President's Address

The Ellis L. Phillips Foundation has developed an institutional predisposition to be entrepreneurial and innovative in its work. The seed of this growth almost certainly was planted by the founder, Ellis L. Phillips, an engineer who made his fortune by creating innovations in electric power generation and distribution and then building successful businesses on the strength of them. His son, Ellis L. Phillips, Jr., recognized that the Foundation might have a greater impact for good by actively applying its resources to identify needs and create solutions, rather than passively relying on the initiative of supplicants who managed to find their way to the Foundation's door. Ellis’ grandson, former President Larry Phillips, and great grandson and current President Hardy Watts, have sustained this tradition and continue to make grants that act as a “spark” and a “multiplier for innovative projects and ideas.

—Hardy Watts, President

Foundation Updates

    Our History

    The Ellis L. Phillips Foundation was established in 1930 by Ellis Laurimore Phillips. Born and raised in the farm country of the Cohocton Valley in central New York state, Mr. Phillips won a county scholarship to attend Cornell University, where he graduated in 1895 with a degree in the new field of electrical engineering. Combining his technical skills, business acumen, and industry, Mr. Phillips became a pioneer in electrical power generation and distribution. He was a founder of the Long Island Lighting Company, and in 1912, the company's second year of operation, Mr. Phillips began a 25-year tenure as President. His vision and leadership developed the Long Island Lighting Company into a stable, profitable business by supplying reliable and affordable electrical service to the rapidly growing population of Long Island. By the late 1920s he had become a wealthy man with numerous business holdings.

    A farm boy in the city as well as an engineer, Ellis Phillips kept the company mainly of his work associates and his Methodist fellowship during his young adult years. He was 46 years old when he married Kathryn Sisson McLean, daughter of an itinerant prairie minister, a widow and single mother who had become Dean of Women at Ohio Wesleyan University and President of the National Association of Deans of Women, which she had helped to organize. It was to be nearly thirty more years, after the Depression and World War II, that Ellis Phillips transferred assets to the Foundation so that it could begin operation. He and Kathryn Phillips worked together to determine the grant-making. "When the struggle for achievement is over and one has become something of an onlooker," Kathryn said, "it is what we have managed to give that we still possess and that sustains us."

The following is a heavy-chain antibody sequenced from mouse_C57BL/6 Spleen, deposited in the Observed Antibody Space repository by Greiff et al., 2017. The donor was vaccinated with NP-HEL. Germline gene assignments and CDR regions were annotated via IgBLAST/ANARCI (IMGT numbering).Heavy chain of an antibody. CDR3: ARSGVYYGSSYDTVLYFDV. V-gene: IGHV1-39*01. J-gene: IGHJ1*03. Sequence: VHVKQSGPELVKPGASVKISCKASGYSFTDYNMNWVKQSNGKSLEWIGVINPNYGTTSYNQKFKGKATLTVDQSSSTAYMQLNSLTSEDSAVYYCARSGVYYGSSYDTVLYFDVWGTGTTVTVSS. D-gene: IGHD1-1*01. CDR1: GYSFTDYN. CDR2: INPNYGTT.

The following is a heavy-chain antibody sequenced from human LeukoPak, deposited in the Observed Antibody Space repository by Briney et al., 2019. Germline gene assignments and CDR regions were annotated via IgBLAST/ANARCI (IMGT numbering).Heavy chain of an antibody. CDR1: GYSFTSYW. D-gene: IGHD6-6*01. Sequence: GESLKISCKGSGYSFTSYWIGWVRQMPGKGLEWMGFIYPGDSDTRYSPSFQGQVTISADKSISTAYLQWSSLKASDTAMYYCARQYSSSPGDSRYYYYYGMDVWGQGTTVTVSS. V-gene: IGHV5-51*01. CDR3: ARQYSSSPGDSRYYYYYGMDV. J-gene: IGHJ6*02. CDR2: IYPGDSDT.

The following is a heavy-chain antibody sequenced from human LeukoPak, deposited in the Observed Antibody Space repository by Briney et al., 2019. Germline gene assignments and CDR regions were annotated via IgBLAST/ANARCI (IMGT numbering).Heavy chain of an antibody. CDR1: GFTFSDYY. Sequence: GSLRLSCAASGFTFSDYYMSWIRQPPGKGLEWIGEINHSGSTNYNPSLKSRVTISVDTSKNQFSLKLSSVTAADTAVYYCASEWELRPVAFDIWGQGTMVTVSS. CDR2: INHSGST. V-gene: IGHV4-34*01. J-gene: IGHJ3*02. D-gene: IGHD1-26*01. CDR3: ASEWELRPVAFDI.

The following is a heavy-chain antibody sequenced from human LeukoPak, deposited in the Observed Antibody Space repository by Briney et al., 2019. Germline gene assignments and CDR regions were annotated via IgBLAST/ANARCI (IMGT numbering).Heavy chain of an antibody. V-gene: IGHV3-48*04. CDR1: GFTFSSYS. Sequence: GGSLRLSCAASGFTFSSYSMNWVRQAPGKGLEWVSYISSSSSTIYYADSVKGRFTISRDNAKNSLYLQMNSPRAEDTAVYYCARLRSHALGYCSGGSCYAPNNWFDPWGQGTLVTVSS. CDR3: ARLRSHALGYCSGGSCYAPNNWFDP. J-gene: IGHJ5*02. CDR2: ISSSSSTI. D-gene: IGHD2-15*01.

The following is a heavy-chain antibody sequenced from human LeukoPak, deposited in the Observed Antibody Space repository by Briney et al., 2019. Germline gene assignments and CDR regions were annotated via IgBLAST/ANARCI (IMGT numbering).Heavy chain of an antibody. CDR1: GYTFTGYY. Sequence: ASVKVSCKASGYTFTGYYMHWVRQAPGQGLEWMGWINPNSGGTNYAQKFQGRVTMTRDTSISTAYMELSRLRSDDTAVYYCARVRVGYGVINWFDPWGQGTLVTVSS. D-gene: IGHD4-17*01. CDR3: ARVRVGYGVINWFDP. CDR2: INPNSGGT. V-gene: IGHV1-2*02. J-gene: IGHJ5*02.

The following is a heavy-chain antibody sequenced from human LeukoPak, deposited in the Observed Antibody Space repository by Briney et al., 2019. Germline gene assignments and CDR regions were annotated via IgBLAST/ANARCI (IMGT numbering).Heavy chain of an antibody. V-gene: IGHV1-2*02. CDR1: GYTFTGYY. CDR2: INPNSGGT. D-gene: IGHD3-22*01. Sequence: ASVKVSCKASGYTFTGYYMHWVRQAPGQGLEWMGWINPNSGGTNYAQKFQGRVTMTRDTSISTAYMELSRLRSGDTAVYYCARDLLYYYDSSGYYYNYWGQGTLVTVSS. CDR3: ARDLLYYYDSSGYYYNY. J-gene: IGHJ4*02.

The major grants of the Ellis L. Phillips Foundation during the founder's lifetime were to his alma mater, Cornell University, to build Phillips Hall, housing the department of electrical engineering, and to Ohio Wesleyan University, his wife's alma mater, to build Kathryn Sisson Phillips Hall, housing the departments of education and religion. After Ellis Phillips died in 1959, the leadership of the Foundation was assumed by Ellis L. Phillips, Jr., the only child of Ellis and Kathryn Phillips. The younger Phillips was a college administrator and was president of Ithaca College during the 1970s. Under his leadership, the Foundation began to make grants of an entrepreneurial nature, most notably a Foundation-initiated program of internships in academic administration to prepare the future leaders of institutions of higher education. After three years, the success of the program attracted the sponsorship of the Ford Foundation, and its successor program is still in operation under auspices of the American Council on Education.

    The third generation of the Phillips family, the children of Ellis L. Phillips, Jr., and Marion Grumman Phillips, has continued to volunteer time, talent, and work to the Foundation. Larry Phillips recently retired as the third president of the Foundation, and each of his four sisters has served on the board. The fourth generation, now led by the foundation's fourth president, Hardy Grumman Watts, is poised to lead the foundation into its next chapter. Although the family remains intimately involved, each generation has consciously worked to align personal interests with community needs in order to make their grant-making as effective as possible. By diversifying the board and nurturing the entrepreneurial spirit, the Foundation has continued to initiate successful programs, most notably its creation of The Catalogue for Philanthropy, a vehicle funded by philanthropic organizations to promote and increase philanthropic activity by individuals. The spiritual beacon of the Foundation remains the simple question posed by Kathryn Phillips: "What needs to be done?"

    What Needs To be Done: A History of the Ellis L. Phillips Foundation
    by Winston Emmons
    Published by the National Center for Family Philanthropy